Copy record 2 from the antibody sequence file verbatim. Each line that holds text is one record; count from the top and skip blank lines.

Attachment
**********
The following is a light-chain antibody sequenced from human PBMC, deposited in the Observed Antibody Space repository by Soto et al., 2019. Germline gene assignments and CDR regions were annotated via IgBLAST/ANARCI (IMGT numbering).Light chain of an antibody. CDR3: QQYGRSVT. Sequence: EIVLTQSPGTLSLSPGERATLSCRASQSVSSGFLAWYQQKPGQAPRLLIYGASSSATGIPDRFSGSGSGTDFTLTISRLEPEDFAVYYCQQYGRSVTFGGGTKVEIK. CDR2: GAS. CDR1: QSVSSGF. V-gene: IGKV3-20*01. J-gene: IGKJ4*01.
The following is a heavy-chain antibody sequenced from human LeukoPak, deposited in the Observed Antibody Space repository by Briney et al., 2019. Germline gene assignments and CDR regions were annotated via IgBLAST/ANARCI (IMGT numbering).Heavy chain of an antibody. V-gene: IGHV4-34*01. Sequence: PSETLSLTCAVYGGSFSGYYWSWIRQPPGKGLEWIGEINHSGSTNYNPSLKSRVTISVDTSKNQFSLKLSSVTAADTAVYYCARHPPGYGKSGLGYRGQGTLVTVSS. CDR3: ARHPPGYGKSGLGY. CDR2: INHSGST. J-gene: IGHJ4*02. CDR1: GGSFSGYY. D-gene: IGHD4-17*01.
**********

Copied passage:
The following is a heavy-chain antibody sequenced from human LeukoPak, deposited in the Observed Antibody Space repository by Briney et al., 2019. Germline gene assignments and CDR regions were annotated via IgBLAST/ANARCI (IMGT numbering).Heavy chain of an antibody. V-gene: IGHV4-34*01. Sequence: PSETLSLTCAVYGGSFSGYYWSWIRQPPGKGLEWIGEINHSGSTNYNPSLKSRVTISVDTSKNQFSLKLSSVTAADTAVYYCARHPPGYGKSGLGYRGQGTLVTVSS. CDR3: ARHPPGYGKSGLGY. CDR2: INHSGST. J-gene: IGHJ4*02. CDR1: GGSFSGYY. D-gene: IGHD4-17*01.